Access count of this item: 725
|Other Titles:||A Hypothesis Concerning the History of the Development of the Penal System during the Qin and Han Dynasties: Castration and Punitive Military Service|
|Author's alias:||MIYAKE, Kiyoshi|
|Abstract:||Castration has long been considered a penalty imposed for sexual crimes. Moreover, since it can only be imposed on men, it was explained in classical commentaries that women who committed the same sorts of crimes were punished by confinement. However, in legal materials from Qin through early Han times that have been unearthed in recent years, it has become clear that castration was only applicable to the crime of rape and was not imposed for ordinary sexual offences. Castration should be thought of as having been originally a punishment for the crime of rape, which could only be committed by men. However, there was one other instance in which the punishment of castration was imposed. That was in the case of repeated conviction for crimes that merited tattooing for the first offense, the cutting off the nose for a second, and severing a foot for each the third and fourth offenses. It was for a fifth offense that castration was imposed. In these cases, women were also subject to such punishment. However, there was a discrepancy between the criminal statutes regarding the relative position of castration, as castration had not generally been treated as the most severe form of mutilating punishment. This discrepancy involving the position of castration as a penalty seems to indicate that the regulation stipulating castration as a punishment for repeat offenders was a relatively new one. With the organization of written law codes, there was also an ordering of each type of penalty, and castration, which was firmly linked to a specific type of crime, then came to be used as one form of mutilating punishment for repeat offenders. The use of castration was abolished during the rule of the Emperor Wen, but castration was revived as the most severe form of mutilating punishment and a replacement for capital punishment, and its use then spread during the Latter Han dynasty. It was at that time that a punishment for women that was the equivalent of castration was finally recorded. Women were not mobilized for defense of the borders so they were also not subject to punitive military service on the frontier, which was limited to men, so this penalty, like castration, was not imposed on women. In extant statutes, punitive military service on the frontier was chiefly imposed on those who disobeyed military regulations, and it must have been employed in circumstances in which its application was naturally limited to men. However, the early second-century BCE penal code Ernian lulling from Zhangjiashan shows that punitive military service on the frontier was applied for crimes that could have been committed by women. This is another case in which we can hypothesize that over time a punishment which in the past had been applied for one specific crime came to be treated as another form of labor punishment and used to punish various crimes. With this history of the development of the penal system in mind, one should probably consider the possibility that the phenomena of some penalties not being applied to women was not only a policy of leniency, but that these punishments were originally used in circumstances that applied only for men. The interpretation of the line 婦人無刑 in the Chunqiu Zuo shi zhuan from the 19th year of Xiang Gong that has been rendered with the phrase "punishments for women were not established" needs to be reexamined.|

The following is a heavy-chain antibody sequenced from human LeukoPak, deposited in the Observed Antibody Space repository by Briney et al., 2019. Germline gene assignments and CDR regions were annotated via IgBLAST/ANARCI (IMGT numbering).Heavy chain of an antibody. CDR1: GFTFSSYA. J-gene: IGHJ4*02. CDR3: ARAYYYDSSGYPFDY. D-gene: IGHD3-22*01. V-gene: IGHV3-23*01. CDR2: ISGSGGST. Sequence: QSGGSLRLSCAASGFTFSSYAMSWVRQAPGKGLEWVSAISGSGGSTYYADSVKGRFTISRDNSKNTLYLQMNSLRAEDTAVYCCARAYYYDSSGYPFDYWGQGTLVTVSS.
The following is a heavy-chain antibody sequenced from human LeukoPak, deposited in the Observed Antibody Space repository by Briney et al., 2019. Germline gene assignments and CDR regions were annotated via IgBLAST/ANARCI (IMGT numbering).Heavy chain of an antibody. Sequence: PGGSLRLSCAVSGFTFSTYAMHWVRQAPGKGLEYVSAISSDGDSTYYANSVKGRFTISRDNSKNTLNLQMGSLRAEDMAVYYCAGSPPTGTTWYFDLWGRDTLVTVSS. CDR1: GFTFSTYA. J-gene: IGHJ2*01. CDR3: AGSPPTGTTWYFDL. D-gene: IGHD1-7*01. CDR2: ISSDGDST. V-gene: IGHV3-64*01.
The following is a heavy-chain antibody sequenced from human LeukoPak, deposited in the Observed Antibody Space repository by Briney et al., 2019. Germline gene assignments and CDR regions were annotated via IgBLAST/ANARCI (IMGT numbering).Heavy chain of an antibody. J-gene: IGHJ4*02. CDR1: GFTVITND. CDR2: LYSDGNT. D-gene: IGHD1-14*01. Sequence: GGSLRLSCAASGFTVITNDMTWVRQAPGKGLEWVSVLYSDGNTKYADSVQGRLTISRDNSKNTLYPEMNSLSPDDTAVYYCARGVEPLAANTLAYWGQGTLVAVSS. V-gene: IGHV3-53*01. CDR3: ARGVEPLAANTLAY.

|Appears in Collections:||66巻3号|
Items in DSpace are protected by copyright, with all rights reserved, unless otherwise indicated.